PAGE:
Initially, the low-FODMAP diet is very restrictive: The idea is to cut out all FODMAPs before slowly reintroducing some to determine which you can tolerate. It’s important to work with your health team when making any dietary change to avoid nutritional deficiencies.
3. Cheese, milk, and dairy products
“Dairy is a tricky one: Lactose intolerance can be perceived as a flare of ulcerative colitis,” says Dr. Hong. “One of the things we recommend is if you’re feeling unwell with things you’re eating, try cutting out the dairy. If that does help, then maybe get tested for lactose intolerance, which is an easy test to do and is warranted.”
Even if you don’t think you’re lactose intolerant, there’s another reason consuming dairy could make you feel sick. Lactose is a FODMAP, which might explain why it gives you G.I. symptoms. Everyone reacts to FODMAPs differently, so it’s worth getting tested for lactose intolerance and working through the process of elimination with your medical team.
Ulcerative colitis is not the same as celiac disease, in which gluten triggers the immune system to attack the small intestine. However, some research indicates that people with ulcerative colitis are more likely to also have celiac disease. Alternatively, you might have gluten sensitivity, meaning you don’t have an immune response to gluten but find it causes symptoms including bloating, abdominal pain, diarrhea, and fatigue, all of which can also be symptoms of ulcerative colitis.
A 2014 Inflammatory Bowel Diseases study surveyed 314 people with an IBD—including 122 people with ulcerative colitis—and found that 56.5% reported less bloating while on a gluten-free diet. In addition, 42.6% reported less diarrhea, 41.5% reported less abdominal pain, and 38.3% reported that they had fewer, and less severe, flare-ups.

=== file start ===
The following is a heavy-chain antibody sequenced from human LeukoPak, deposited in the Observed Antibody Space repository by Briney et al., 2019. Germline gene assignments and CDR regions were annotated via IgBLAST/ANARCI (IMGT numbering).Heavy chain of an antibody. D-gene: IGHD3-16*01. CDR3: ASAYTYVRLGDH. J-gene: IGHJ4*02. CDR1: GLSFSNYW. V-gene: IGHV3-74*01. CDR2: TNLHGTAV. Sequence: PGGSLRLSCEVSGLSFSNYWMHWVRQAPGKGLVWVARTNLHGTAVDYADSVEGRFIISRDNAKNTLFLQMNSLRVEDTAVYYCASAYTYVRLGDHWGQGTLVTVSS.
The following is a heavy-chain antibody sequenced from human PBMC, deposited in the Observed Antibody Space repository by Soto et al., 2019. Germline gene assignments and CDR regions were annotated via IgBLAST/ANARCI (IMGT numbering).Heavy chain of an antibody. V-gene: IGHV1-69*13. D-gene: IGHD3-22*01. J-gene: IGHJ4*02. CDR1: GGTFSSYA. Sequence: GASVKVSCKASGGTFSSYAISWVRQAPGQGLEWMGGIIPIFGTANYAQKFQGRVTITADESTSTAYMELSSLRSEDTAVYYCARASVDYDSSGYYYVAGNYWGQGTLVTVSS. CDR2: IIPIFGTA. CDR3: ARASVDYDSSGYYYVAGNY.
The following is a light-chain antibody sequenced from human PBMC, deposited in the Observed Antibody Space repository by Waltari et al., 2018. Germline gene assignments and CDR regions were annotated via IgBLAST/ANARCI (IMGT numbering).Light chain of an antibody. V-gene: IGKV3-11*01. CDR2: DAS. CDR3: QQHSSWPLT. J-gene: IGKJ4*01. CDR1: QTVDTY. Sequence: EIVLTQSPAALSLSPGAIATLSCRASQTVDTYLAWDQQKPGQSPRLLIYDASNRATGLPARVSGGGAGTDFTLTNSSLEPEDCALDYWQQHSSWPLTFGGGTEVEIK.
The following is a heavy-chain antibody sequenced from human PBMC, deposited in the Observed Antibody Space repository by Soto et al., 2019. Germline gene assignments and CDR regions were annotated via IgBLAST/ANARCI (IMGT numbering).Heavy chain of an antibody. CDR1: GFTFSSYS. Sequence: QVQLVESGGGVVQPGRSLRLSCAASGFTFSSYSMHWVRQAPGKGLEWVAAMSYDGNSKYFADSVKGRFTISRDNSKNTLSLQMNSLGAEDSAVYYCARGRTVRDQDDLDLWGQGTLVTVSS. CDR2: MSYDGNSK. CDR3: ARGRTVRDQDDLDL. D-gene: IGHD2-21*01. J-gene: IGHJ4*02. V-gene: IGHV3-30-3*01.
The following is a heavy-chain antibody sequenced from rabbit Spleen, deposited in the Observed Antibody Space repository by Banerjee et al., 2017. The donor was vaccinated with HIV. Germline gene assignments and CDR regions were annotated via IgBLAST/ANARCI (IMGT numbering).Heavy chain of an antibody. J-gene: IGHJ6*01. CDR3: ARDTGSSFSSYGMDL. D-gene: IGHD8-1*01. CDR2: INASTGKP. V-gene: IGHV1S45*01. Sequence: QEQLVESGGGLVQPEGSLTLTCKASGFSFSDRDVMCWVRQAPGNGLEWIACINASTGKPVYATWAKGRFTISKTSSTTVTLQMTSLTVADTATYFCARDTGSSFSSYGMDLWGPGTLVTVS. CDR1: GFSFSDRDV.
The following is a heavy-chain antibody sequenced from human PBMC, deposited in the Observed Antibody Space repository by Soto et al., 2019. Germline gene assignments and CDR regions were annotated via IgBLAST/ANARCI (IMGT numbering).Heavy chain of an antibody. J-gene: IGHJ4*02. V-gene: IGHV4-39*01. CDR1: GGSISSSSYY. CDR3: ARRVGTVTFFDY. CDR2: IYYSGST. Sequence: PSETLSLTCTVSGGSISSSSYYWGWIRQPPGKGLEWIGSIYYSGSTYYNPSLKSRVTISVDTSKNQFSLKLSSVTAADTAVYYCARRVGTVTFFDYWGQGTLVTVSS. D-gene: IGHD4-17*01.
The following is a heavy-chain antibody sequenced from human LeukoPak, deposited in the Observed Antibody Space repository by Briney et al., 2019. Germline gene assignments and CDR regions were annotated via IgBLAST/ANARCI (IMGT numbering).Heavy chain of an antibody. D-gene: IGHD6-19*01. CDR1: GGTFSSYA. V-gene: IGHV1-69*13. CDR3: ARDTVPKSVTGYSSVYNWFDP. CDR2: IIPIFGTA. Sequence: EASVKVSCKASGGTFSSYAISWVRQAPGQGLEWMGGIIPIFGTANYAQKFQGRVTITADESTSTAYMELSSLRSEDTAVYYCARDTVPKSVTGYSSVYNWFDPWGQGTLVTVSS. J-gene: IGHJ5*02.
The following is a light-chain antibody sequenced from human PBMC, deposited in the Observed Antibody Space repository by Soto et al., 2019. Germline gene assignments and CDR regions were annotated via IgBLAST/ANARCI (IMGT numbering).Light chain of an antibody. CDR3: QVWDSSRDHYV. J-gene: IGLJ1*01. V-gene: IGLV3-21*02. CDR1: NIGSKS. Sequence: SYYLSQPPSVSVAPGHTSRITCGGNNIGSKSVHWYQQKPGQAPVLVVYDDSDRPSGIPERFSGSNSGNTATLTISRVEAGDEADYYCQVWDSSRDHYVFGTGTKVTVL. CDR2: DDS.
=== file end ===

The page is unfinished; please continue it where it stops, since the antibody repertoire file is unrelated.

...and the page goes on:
But don’t start tossing out your favorite cereal just yet. A high-FODMAP carbohydrate called fructan is in many of the same foods as gluten. So cutting out gluten means you’re eliminating many FODMAP foods too, which can be too much of a change to just take on by yourself.
As with all of these foods, it’s a matter of trial and error, and working with a professional can help you figure out what’s going on as safely as possible. “We don’t recommend gluten avoidance per se, and there’s no evidence that gluten worsens IBD,” says Dr. Hong. “If someone’s having symptoms, we’ll go down the list and try avoiding gluten, try avoiding FODMAPs, and if they seem to respond, then we’ll go down that path.”
5. Wine, beer, and other alcoholic beverages
Alcohol stimulates your intestines, which can make diarrhea worse. Plus, the high sugar content in many types of alcohol could also cause diarrhea. In addition, researchers believe the additive sulfite, found in beer, wine, and lager, may worsen symptoms, rather than the alcohol itself—which brings us to the last item on this list.
6. Sulfites and other additives
Researchers have studied the impacts of additives on people with ulcerative colitis. It’s important to mention that research on these additives is preliminary—most have been conducted on animals and the results in mice wouldn’t necessarily replicate in humans. “It’s a big area of study because additives are so prevalent in modern foods,” Dr. Hong says. “But there isn’t some strong evidence saying, ‘These are absolutely out-and-out bad for you.’ But there are thoughts that they could be bad.”
We’ve already mentioned sulfites, which manufacturers often use to lengthen the shelf life of products, including burgers, soft drinks made from concentrate, sausages, canned goods, meats, fish, and dried fruit. Experts theorize sulfites damage bacteria that promote gut health.